|This is the talk page for discussing improvements to the Spirit (rover) article.|
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Somebody already made a reference to the Mars rock in Adirondack disambiguation page. So I went ahead and created the Adirondack (Mars) page taking content from the Adirondack section of MER-A (with slight modification). Obviously, now there's redundancy. Can I remove the Adirondack section from the MER-A page? - Kums 19:58, 14 Oct 2004 (UTC)
- Ok. I removed the section. The reason for this is 1)The MER-A Page is getting lengthy. 2) Adirondack has its own page. -- Kums 04:27, 31 Oct 2004 (UTC)
UTC for Time and dates
Should we not use UTC for times and dates? Seems more appropriate as Mars is not exactly on PST :-) SmilingBoy 01:27, 6 Jan 2004 (UTC)
- Yes and no. All the Mars reports come out of NASA JPL, which is located in California and definitely not UTC. - UtherSRG 02:57, 6 Jan 2004 (UTC)
- As another note, if you're going to use days of the week (Monday etc) in the text, then you should include them in the dates of the timeline (Not simply "March 4" but "Thursday. March 4")DavidA 20:19 4 Mar 2004 (UTC)
I think we should use a changing "Current plan" section if people want to record expected activities day by day. I introduced that recently, but it just went away. I think the timeline should include brief notes on what has what actually happened (the facts), and it should be expressed in the past tense like most such sections of wikipedia. This requires changes in the early part of the timeline. NealMcB 22:26, 2004 Jan 14 (UTC)
- In a couple of months both of these rovers will be dead, and I expect there will be a big overhaul of these articles with "past tense" in mind. :) Currently there's a heck of a lot of minute-by-minute minutiae included in here, and once the mission is finished we'll be able to go through it all with a more historical perspective, trimming down on some of the stuff that turned out to be irrelevant after all. I'm thinking specifically of the speculation and status of Spirit's flash crisis, but I'm sure there will be other things. Bryan 20:36, 27 Jan 2004 (UTC)
The quotes from today's breifeings are quite messy and have some dictation errors. If you see any typos, feel free to correct them. Sennheiser 18:37, 27 Jan 2004 (UTC)
What OS does the rover's computer use and what did it use to manage flash memory? - Logotu 22:29, 9 Feb 2004 (UTC)
- VxWorks from Wind River Systems. -- rbs, 2004-02-09 22:46 (UTC)
- Yes, and you could have found this out at the Mars Exploration Rover Mission article. --Sennheiser! 22:45, 9 Feb 2004 (UTC)
- Logotu hangs head in shame for having missed it
- But not a single mention of "Spirit was willing but the Flash was weak?" *cough* --JohnDBuell 01:57, 15 May 2006 (UTC)
- Bastard! ;-) JamesHoadley 11:37, 15 May 2006 (UTC)
Wow! I didn't know that there were green rocks on mars! NASA 22:24, 15 Feb 2004 (UTC)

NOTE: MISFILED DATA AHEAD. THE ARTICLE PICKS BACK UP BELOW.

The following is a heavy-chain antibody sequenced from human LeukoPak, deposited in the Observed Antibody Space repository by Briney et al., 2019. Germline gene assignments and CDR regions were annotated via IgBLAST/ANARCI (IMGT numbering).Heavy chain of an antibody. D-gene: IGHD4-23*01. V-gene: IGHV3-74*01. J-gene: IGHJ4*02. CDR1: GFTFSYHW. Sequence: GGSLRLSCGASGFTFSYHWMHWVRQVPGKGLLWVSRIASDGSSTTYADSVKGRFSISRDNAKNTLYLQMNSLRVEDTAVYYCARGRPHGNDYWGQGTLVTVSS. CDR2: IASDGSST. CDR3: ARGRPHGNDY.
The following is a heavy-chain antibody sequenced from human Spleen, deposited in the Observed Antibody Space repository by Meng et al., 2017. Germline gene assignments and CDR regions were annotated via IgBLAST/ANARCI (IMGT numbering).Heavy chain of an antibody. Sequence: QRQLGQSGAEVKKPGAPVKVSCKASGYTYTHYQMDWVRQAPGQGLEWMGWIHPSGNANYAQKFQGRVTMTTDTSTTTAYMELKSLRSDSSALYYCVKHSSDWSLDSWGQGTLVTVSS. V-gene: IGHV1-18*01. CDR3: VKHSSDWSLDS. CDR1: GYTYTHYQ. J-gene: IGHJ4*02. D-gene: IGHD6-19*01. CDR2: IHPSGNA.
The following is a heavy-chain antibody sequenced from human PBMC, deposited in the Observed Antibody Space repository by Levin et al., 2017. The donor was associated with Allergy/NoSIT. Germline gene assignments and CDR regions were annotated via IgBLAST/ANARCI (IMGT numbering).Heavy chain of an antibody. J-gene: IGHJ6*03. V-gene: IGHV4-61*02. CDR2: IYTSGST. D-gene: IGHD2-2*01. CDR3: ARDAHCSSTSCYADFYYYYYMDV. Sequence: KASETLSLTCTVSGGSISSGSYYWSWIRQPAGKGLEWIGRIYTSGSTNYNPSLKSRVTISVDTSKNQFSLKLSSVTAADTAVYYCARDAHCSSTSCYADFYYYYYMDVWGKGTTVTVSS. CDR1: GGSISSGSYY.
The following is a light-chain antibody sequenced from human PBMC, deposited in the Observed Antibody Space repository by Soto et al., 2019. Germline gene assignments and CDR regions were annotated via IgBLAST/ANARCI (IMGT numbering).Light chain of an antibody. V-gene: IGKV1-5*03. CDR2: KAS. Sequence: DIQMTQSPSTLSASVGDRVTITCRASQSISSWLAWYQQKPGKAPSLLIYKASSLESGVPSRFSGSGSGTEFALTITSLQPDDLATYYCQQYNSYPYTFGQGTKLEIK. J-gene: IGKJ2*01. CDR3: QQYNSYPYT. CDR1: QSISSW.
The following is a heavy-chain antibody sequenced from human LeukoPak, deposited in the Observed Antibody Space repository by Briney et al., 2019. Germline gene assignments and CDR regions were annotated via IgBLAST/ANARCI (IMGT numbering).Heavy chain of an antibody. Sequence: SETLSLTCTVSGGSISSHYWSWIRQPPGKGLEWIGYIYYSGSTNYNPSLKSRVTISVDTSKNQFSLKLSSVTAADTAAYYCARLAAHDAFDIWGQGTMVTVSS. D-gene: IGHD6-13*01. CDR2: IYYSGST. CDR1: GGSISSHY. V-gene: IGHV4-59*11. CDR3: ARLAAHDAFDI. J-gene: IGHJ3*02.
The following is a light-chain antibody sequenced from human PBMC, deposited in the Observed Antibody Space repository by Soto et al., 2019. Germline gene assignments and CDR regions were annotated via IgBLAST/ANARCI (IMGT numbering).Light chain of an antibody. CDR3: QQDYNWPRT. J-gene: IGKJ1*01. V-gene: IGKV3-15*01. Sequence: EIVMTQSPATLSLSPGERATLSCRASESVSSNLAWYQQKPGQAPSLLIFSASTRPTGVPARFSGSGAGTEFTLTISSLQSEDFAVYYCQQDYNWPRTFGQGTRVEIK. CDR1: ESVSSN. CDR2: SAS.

- There aren't. The photos' colors were stretched to enhance differences in color, however the color of green is not real. Riffsyphon1024 05:37, 26 Jan 2005 (UTC)
- Well, Mars is a big place. There are probably green rocks somewhere. But we're not seeing them in these photos. (Good assignment for somebody - "Find the real green rocks on Mars") -- 184.108.40.206 00:47, 13 March 2006 (UTC)
Nice first image at the top there Rbs!
Watch out with [nasa.gov]'s updates, they sometimes get the date wrong:
- sol 55, Feb 29, 2004
- Spirit used its rock abrasion tool for brushing the dust off three patches of a rock called "Humphrey," during its 55th sol on Mars, ending at 5:53 p.m. Saturday,
Anyone suggest a better table of contents layout? I've added an initial section ==Introduction== to trigger the TOC there, but I don't feel that's the best location... moved further down maybe?
- The apparent error in date on the MarsRovers site is almost certainly because of an inconsistency in time zones. Sol 55 for MER-A did end at 5:53:34 p.m. on Feb 28 if you're using PST for your local clock. But in UTC was 01:53:34 on Feb 29. I have been sorely tempted to go through the entire article and change all "Earth timestamps" to UTC.
- I figured the only quick way to fill the space alongside the TOC would be a tall, medium-width photo. The page could use a few more photos anyway. - Rbs 00:44, 2004 Mar 2 (UTC)
Spirit Archive copy
NASA's Report archive only goes back to sol 33, Feb 05, 2004, so I copied what's there to subpage Talk:MER-A/reports in case we need to fill in some MER-A timeline gaps from early February. Wikibob 20:08, 2004 Mar 4 (UTC)
image for this page
I've just uploaded this what lies ahead map from NASA for MER-A:
Mars MER-A what lies ahead sol 59
This map shows the path the Mars Exploration Rover Spirit will travel toward its future target, the large crater dubbed "Bonneville." The red line indicates Spirit's travels up to the 59th martian day, or sol, of its journey, and the blue line, the route it will follow. Engineers pinpointed the rover's exact location by comparing images taken by the panoramic camera on the rover (inset panels) to those acquired during descent by the descent image motion estimation system camera (underlying map).
Image credit: NASA/JPL/Cornell/Ohio State University
Wikibob 00:28, 2004 Mar 8 (UTC)
Ring shaped object. Interesting enough for this page?
Can anyone explain what this ring shaped object is? uploaded from Nasa, Sol 65, MER-A, Microscopic and Pan Cam images.